Penguin Putnam, November 30, 2010
Source: review copy
Patricia Cornwell is the only writer who has gotten me out of bed during a late night reading frenzy to double check that the doors and windows are locked.
She’s also one of the few writers whose release dates I track for new books and I usually buy them on the lay down date. This time around I was happy to get an early review copy.
I’m also thrilled that she’s coming to Chicago! She’ll be at the Borders in Oak Brook, IL on Thursday, 12/3/10, at 7pm. Please call the store for the latest details: 630-574-0800. [Disclosure: I work there part-time.]
I’ve been reading Cornwell since the late 1990s when I first started getting into mystery novels and her characters–Kay Scarpetta, Pete Marino, Lucy Farinelli, and Benton Wesely–are like old friends to me. Her first novel, Postmortem (1991) is still, I believe, the only novel to win the Edgar, Creasey, Anthony and Macavity Awards as well as the French Prix du Roman d’Adventure in a single year. She has been credited with starting the whole CSI craze due to her meticulous and engaging incorporation of the latest forensic investigative techniques and technology in her Scarpetta novels.
When I first started reading the Scarpetta novels I lived in Charlotte, NC where Cornwell is considered a bit of a home girl because she was a reporter for The Charlotte Observer and went to college up the road at Davidson.
Port Mortuary takes Kay Scarpetta in a fresh new direction, but the novel is a bit slow on action. The book, however, never dragged for me. I just realized at one point that I was still reading about Scarpetta thinking after X number of pages. I won’t go so far as to say I am disappointed with this novel, but it wasn’t the action packed thriller that I was anticipating. Port Mortuary started strong, but I think it got a little bogged down in Scarpetta’s internal musings. I would’ve preferred to see Scarpetta engage in more action and to see more interaction between the main characters, but that’s not the book Cornwell wrote. And I know she has her reasons.
I’m looking at this novel as setting up lots of potential thrills going forward. Scarpetta certainly learns a lot about herself in this story and tensions are set up between the characters and various organizations for future harvesting. I know Cornwell fans will enjoy the novel and the new direction it is taking Scarpetta. Actually, the more I write about this novel the more fascinating it seems. I can’t wait to talk with people who’ve read it to compare notes.
In this entry in the series we learn of Scarpetta’s early work with the Air Force to pay off her medical school loans before she started her professional career. There’s also a dark secret that’s been haunting her and which she’s been hiding since the Reagan years. Scarpetta has been appointed chief of the new state of the art Cambridge Forensic Center in Massachusetts which is a joint venture between state and national government (including the military), MIT, and Harvard. However, she’s been away at Dover Air Force Base practically since the new facility opened participating in an internship to learn how to conduct virtual autopsies using CT-assisted technology.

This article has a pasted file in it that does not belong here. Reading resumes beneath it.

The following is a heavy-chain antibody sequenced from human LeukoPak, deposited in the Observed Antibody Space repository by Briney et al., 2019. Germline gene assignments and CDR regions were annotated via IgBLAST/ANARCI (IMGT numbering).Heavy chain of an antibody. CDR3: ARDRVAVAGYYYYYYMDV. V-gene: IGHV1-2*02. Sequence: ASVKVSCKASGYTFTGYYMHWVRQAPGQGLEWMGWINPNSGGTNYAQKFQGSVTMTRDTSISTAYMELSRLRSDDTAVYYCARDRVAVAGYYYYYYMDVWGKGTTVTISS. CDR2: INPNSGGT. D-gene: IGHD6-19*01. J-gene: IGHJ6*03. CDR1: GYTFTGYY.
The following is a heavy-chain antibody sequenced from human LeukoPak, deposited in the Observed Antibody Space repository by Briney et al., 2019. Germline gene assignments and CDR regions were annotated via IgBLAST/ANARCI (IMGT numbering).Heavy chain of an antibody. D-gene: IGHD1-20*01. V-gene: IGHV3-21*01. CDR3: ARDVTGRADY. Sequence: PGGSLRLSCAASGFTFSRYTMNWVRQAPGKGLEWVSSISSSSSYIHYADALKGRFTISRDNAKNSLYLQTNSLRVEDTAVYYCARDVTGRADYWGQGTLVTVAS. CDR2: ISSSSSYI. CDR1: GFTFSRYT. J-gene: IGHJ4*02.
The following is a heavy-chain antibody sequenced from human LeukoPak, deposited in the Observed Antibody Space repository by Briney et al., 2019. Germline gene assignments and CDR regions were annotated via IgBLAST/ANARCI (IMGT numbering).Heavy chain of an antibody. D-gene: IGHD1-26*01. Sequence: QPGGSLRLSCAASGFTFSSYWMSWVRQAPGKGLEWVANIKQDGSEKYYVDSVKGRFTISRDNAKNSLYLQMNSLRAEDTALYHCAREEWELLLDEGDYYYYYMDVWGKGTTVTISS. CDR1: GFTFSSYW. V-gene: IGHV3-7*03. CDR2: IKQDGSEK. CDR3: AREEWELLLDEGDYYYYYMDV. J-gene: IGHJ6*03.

The four month internship has dragged on into six months and all is not well back home at the Cambridge Forensic Center where Scarpetta left Jack Fielding in charge. But Scarpetta doesn’t know that all is not well. She’s been cocooned working long hours at Dover. And no one is really telling her anything these days. Then, a young man drops dead near Scarpetta’s house in Cambridge. His body is taken to the Cambridge Forensic Center where his body starts to bleed in the cooler overnight. Anyone whose read Cornwell knows that dead bodies don’t bleed, which means the man may have been put in the cooler while he was still alive. Scarpetta’s reputation is on the line. She may not have been there, but she’s in charge and while she’s been away standards have slipped and her second in command, Jack Fielding, has disappeared. Pete Marino and Lucy Farinelli helicopter in to Dover to take Scarpetta home to Cambridge. General Briggs, Scarpetta’s commanding officer at Dover and the only one who knows about her earlier, dark secret, seems to want to interfere with her domain. All of this, along with a few other things, makes Scarpetta a little paranoid, which sets up her internal musings. The story takes off from there.
Cornwell delivers more of her trademark incorporation of the latest techniques and technology in crime scene investigation–virtual autopsies and various nano technologies–all the while maintaining a deep sense of respect for the victim’s of crime as well as other living creatures. Excuse me one cryptic remark, but going forward I’ll be looking a little closer at flies on the wall after having read this novel.
Diehard Cornwell fans will no doubt pick-up Port Mortuary asap and, as always, it’ll be like reconnecting with old friends.